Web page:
Alex Chidiac (left), Aivi Luik (centre), and Moya Dodd (right). Source: Getty Images.

The first Matildas have joined Common Goal as the movement reaches 100 players.

Spanish league champion Alex Chidiac and World Cup midfielder Aivi Luik become the first Australian women players, as Common Goal reaches gender parity for the first time.

Alex Chidiac and Aivi Luik have become the first Australian women to pledge 1% of their salaries to Common Goal. Chidiac has just become Spanish league champion with Atletico de Madrid, while Levante midfielder Luik is part of the Australia FIFA Women’s World Cup squad due to take on Brazil, Italy and Jamaica this summer.

With the addition of the 20 year-old striker Chidiac, and midfielder Luik, 34, Common Goal has now reached 100 players. Plus for the first time, the membership of the collective movement has reached gender parity – with exactly 50 male and 50 female players. Since launching 20 months ago with a single player, Juan Mata, Common Goal has so far generated US$1.4 million for football charities empowering youth around the world.

Chidiac and Luik join fellow Australian, former Sydney FC captain Alex Brosque, who became part of the Common Goal team in October 2017 and has represented the Australian men’s national team more than 20 times. Another Common Goal connection to Australia is Moya Dodd, Chair of the Common Goal Management Committee. Dodd, a lawyer, is the former Vice-Captain of the Australian National Team and was one of the first women on FIFA’s Executive Committee (2013-2016).

Chidiac and Luik join a growing number of leading female players in Common Goal, including Chidiac’s club teammates, Olga Garcia and Esther Gonazalez of Atlético de Madrid and Spain, and Luik’s Levante colleague, Claudia Zornoza. The first female players to join the movement were US World Champions Megan Rapinoe and Alex Morgan. Last week, Canadian legend Christine Sinclair and 14 of her international teammates joined the movement. Despite the huge disparity in earnings, female players now make up 50% of the membership of the Common Goal movement, many of whom, like Luik, will be taking part in this summer’s World Cup. This latest first for Common Goal means that 5 teams at the Women’s World Cup have Common Goal players in their squad, with more female players expected to join soon.

Before joining Levante in Spain, Luik has enjoyed an incredible career playing across the globe for teams in USA, Australia, Denmark, England, Sweden, Norway and Iceland. She has 21 caps for Australia, winning the Women’s Asian Cup in 2010.

“As I head to France with Australia this summer, it’s fantastic to be able to join another team in global soccer, Common Goal, and unite behind the shared goal of creating positive impact through the sport,” said Luik. “Just as I have experienced the growth of the women’s game during my career, I want to to be part of this innovative movement that is tackling social challenges through the power of the sport we all love, regardless of our gender or how much we earn.”

At just 20 years of age, Chidiac is one of the rising stars of Australian football. She has 15 senior caps for Australia and has just signed a two year contract extension with Spain’s women’s league champions, Atlético de Madrid.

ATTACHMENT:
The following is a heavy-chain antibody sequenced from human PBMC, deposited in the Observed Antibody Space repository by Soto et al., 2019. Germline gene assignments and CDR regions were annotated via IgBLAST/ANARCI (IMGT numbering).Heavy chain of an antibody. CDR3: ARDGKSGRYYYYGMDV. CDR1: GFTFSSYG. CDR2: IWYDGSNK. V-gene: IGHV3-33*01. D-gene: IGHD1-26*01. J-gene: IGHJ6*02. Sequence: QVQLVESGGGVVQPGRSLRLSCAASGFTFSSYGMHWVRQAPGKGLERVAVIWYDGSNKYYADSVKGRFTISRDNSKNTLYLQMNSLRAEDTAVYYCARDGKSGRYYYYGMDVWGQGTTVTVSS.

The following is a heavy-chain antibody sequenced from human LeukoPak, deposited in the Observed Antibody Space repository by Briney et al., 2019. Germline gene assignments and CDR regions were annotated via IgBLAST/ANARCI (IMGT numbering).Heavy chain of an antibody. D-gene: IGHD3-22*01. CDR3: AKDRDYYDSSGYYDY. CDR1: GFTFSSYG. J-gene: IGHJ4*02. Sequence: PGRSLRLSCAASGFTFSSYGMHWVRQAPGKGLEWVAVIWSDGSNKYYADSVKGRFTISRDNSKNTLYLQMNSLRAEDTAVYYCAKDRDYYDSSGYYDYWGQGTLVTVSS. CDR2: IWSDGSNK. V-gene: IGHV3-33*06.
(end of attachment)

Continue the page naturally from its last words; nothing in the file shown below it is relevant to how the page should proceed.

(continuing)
Chidiac said: “I feel so privileged in finding my passion early in life. This was possible because of the love, belief and support that I received from my family and my football community back home in Australia. Through Common Goal I would love to somehow make a positive impact on the lives of people who haven’t had the support I’ve had, and to hopefully inspire them to believe in themselves, whatever their challenges, so that they too can find their passion and chase their dreams.”

Common Goal co-founder Juan Mata says, “When I became the first player to make the Common Goal pledge 20 months [ago] I hoped that this would spread through the player community. To welcome our first two Australian women to the team is a great pleasure and shows the global reach of this sport. But I’m especially happy as Aivi and Alex are the 99th and 100th player to join this incredible team and we have now reached a complete gender balance between female and male members in Common Goal.”

Dodd said: “I’m delighted to see more Australians, and especially our Matildas, joining Common Goal. We are a nation that believes in the power of sport, so it’s a perfect fit for Aivi and Alex to be part of a player movement that supports football programs as a tool for social change. At a time when women’s football is on the rise in Australia, this shows how much our game means beyond the pitch, and beyond our shores.

“The gender balance of the Common Goal team is remarkable. Our women players are committed to playing their part despite the enormous pay gap they face in football. And our male players are very active in supporting football programs with gender equality at their heart. This solidarity towards our common goal is our hope for a better, fairer world.”


Common Goal is a global movement in which the football community pledges a minimum of 1% of its earnings to football for good organisations that use the game to advance the Global Goals. Common Goal is the creation of streetfootballworld, the international leader in football for good. Over the past 15 years, the organisation has assembled a global network of more than 120 football-based organisations that use football as a tool to tackle social issues ranging from gender equality in India to peacebuilding in Colombia to refugee integration in Germany.

streetfootballworld supports Common Goal’s members by aligning their donations with social initiatives that generate the greatest impact around the world. |